Sure, the ingredients are extremely important, and you’ll need good quality malt, hops, yeast and water to lay the foundation for an excellent Kölsch recipe.
But a good recipe doesn’t brew good beer. You brew a good beer.
And it’s how you brew that determines the outcome of your beer.
Your processes, techniques, and the music you listen to when you’re brewing all play a role. Ok, the last one’s contestable, but I’m pretty sure my recipes would take a beating if I swapped Motley Crue or some Bieber!
And some of them will be shite!
So in order to brew good beer, you’ll need to dial in your brewing techniques and processes.
In this post, you’ll learn about the mash. In particular, you’ll come to understand what it takes to achieve a crisp, dry Kölsch.
Mash, Mash, Baby!
What is mashing?
Mashing is when malt and water are mixed (mashed) together at a specific temperature.
During this process, insoluble substances, such as starch are degraded (broken down) into soluble substances, such as sugar, by enzymes. The two enzymes discussed in the article are alpha amylase and beta amylase, both being incredibly important when you brew a Kölsch (or any beer for that matter).
The soluble substances in the mash are collectively referred to as the extract, and are converted by the yeast into alcohol.
If you want to learn more about fermentation, I’ll be discussing it later in this series.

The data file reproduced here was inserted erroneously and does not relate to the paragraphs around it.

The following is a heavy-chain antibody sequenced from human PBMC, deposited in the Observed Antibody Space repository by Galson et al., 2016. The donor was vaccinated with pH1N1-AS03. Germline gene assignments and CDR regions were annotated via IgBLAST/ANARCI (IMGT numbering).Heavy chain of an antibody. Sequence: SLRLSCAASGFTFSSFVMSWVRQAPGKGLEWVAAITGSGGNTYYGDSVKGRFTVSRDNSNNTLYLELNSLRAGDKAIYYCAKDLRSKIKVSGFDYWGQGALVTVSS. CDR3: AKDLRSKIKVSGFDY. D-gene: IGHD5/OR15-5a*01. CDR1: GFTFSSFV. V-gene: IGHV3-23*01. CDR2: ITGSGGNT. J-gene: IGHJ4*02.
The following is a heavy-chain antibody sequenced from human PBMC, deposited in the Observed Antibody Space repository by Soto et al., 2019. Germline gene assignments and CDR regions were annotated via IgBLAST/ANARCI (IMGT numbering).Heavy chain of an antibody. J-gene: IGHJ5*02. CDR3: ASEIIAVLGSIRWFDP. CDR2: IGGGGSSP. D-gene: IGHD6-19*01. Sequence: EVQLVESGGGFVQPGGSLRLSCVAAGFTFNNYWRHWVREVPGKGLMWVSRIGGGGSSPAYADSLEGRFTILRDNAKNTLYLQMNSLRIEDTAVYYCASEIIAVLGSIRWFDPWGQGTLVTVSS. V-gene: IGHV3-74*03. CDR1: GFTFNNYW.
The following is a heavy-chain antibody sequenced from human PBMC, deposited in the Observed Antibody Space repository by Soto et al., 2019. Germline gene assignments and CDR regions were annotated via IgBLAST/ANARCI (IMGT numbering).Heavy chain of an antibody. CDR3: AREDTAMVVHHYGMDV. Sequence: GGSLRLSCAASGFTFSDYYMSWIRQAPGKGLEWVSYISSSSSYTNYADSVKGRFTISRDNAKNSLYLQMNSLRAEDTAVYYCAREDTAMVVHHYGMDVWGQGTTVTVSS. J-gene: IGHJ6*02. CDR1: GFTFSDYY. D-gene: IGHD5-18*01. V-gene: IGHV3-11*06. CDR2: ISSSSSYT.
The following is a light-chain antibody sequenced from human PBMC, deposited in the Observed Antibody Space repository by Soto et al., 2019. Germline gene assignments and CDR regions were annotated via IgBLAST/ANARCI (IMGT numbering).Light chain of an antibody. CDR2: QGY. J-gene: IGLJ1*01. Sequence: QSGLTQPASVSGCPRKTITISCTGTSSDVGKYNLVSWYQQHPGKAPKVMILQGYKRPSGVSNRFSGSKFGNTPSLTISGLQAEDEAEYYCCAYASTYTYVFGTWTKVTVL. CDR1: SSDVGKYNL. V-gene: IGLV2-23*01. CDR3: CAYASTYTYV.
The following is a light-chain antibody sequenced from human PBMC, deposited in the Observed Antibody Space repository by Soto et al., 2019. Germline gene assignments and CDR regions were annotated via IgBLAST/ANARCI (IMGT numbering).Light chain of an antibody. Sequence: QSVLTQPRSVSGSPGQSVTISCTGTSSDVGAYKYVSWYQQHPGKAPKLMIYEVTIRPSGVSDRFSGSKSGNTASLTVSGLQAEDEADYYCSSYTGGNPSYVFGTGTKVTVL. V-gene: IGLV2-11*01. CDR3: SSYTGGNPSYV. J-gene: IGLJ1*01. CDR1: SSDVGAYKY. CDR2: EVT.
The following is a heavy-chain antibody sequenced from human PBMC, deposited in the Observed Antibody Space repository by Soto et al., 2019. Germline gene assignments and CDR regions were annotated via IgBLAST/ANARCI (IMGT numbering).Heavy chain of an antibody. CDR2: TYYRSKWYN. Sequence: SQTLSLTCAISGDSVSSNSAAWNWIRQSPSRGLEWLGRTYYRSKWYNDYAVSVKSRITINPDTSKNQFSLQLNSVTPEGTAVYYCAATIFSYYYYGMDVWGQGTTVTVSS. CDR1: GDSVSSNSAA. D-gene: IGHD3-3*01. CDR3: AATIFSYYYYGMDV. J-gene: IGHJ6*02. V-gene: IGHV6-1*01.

The Three Stages of Degradation
No, I’m not talking about the way that your spouse treats you!
I’m talking about the three stage process called degradation, during which starch is broken down into soluble sugars.
The stages are as follows:
Gelatinisation occurs when you add your strike water.
At first, starch granules are packed tightly together, and the enzymes have a difficult time converting them into sugars.
When you add the strike water, the starch granules soak up the water, expand, and eventually burst.
Due to this expansion, the starch molecules are set free into viscous solution and are easily attacked by the enzymes (Kunze 2004).
In other words, gelatinisation makes it easier for the enzymes to convert the starch into sugars. The gelatinisation of malt occurs at around 60c.
During liquefaction, the alpha amylase enzymes break apart, or cleave the long chains of glucose molecules.
By doing so, smaller chains called dextrins are formed. Other chains are also formed, but dextrin is the most important for the purposes of this article.
At this point, the once-gelatinised wort becomes less viscous and ready for the final stage of degradation.
It’s during this stage that the beta amylase enzyme really picks up its game.
It does so by snipping off two molecules of glucose at a time from the non-reducing ends of the dextrins that were formed during liquefaction. These groups of two are known as maltose.
Meanwhile, alpha amylase continues to act by chopping up any remaining long chains of glucose, exposing more non-reducing ends for the beta amylase to convert into maltose.
Given the right conditions, this process continues until all of the starch is broken down into maltose and dextrins.
Saccharification is complete when all of the starch has been converted (degraded) into maltose and dextrins by the amylases (Kunze 2004).
Enzymes and Wort Composition
Now that it you are clear on what the enzymes do, its important to understand how to control them.
When you control the activity of an enzyme, you control the wort’s final composition. That is, you control the proportion of maltose and dextrins in the wort.
As a Kölsch brewer, you want to aim for highly fermentable wort. Highly fermentable wort will ferment down to a low final gravity, giving you a crisp, dry Kölsch.